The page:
Palestine Diaries by Jonathan King


Palestine Diaries

The Light Horsemen’s own story, battle by battle

By Jonathan King

Published by Scribe
RRP $39.99 in paperback
ISBN 9781925322668

Palestine Diaries is the third instalment of Jonathan King’s World War I trilogy following on from his previously published Gallipoli Diaries and the Western Front Diaries.

The story of the Light Horsemen begins ironically at Gallipoli in 1915 where the men were engaged fighting the Turks but without the use of their horses. Their time would come after the withdrawal from Gallipoli.

Much has been written about the legendary charge at Beersheba in late 1917 which resulted in the capture of the town of Gaza but very little about the battles that preceded this historic event.

In fact the Allies had previously attacked Gaza in March 1917 but because of the complete breakdown in communications between the British and Anzac commanders, the attack faltered and then ultimately failed. The Allies tried again in April 1917 but were once again repelled, this time in large part because of dubious tactics employed by LTGEN Sir Charles Dobell.

A change in leadership by Britain resulted in General Sir Edmund Allenby taking over as commander-in-chief of the British Egyptian Expeditionary Force. Allenby was a more astute commander and his tactics for the Allies’ third attempt to capture Gaza proved successful. The Australian Light Horse led by LTGEN Harry Chauvel played a crucial part in this victory.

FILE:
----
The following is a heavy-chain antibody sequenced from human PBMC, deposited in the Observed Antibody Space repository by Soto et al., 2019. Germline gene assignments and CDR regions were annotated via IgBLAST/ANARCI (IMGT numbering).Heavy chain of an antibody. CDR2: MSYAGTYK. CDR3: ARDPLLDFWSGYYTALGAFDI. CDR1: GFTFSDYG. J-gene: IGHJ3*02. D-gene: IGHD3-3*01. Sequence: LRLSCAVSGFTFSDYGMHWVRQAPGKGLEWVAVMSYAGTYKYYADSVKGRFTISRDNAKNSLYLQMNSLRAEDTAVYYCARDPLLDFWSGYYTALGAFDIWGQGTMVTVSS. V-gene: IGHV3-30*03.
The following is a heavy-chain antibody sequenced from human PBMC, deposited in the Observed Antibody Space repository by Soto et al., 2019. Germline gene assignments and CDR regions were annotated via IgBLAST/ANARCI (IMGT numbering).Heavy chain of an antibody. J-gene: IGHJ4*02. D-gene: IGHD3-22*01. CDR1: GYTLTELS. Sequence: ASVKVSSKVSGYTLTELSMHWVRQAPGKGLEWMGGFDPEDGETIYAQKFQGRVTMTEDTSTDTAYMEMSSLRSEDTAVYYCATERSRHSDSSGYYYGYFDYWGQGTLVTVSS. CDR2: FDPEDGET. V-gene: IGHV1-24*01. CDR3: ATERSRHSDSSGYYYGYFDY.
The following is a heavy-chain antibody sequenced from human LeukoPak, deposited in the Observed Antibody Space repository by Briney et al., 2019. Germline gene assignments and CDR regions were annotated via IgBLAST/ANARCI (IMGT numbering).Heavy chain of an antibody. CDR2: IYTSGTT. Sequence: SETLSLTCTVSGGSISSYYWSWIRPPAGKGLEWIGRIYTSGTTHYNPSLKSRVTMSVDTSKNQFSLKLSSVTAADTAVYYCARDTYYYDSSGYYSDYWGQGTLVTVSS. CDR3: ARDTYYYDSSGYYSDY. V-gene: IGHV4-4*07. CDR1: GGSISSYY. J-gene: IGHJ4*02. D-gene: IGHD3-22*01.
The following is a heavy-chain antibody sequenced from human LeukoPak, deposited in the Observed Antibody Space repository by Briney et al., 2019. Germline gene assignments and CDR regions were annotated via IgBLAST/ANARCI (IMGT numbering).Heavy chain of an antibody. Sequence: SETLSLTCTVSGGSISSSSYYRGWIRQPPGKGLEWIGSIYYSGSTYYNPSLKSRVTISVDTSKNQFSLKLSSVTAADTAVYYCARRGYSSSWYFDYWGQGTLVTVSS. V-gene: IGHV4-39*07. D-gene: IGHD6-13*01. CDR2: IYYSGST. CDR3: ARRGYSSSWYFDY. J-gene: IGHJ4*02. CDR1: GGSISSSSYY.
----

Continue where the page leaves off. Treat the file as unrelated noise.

The greatest strength of this book lies with the direct quotations from the men involved, which lends a sense of immediacy to the narrative. Among the diaries quoted one belonged to the famous Australian author Ion L Idriess.

And let’s not forget a major character in the whole drama – T E Lawrence (of Lawrence of Arabia) fame. He promised the Arabs that a defeat of the Turks would lead to the creation of an Arab state. This promise was never fulfilled and there are many historians who point to this failure as a root cause of a lot of the problems we see in the Middle East to this day.

Any reader familiar with Jonathan King’s work will know that he a has a strong pro-Australian bias which sometimes seems overdone. Nevertheless I am sure readers will welcome this third instalment of his work on Australia’s involvement in World War I. This is clearly a labour of love from a man who is determined to honour the Anzacs.


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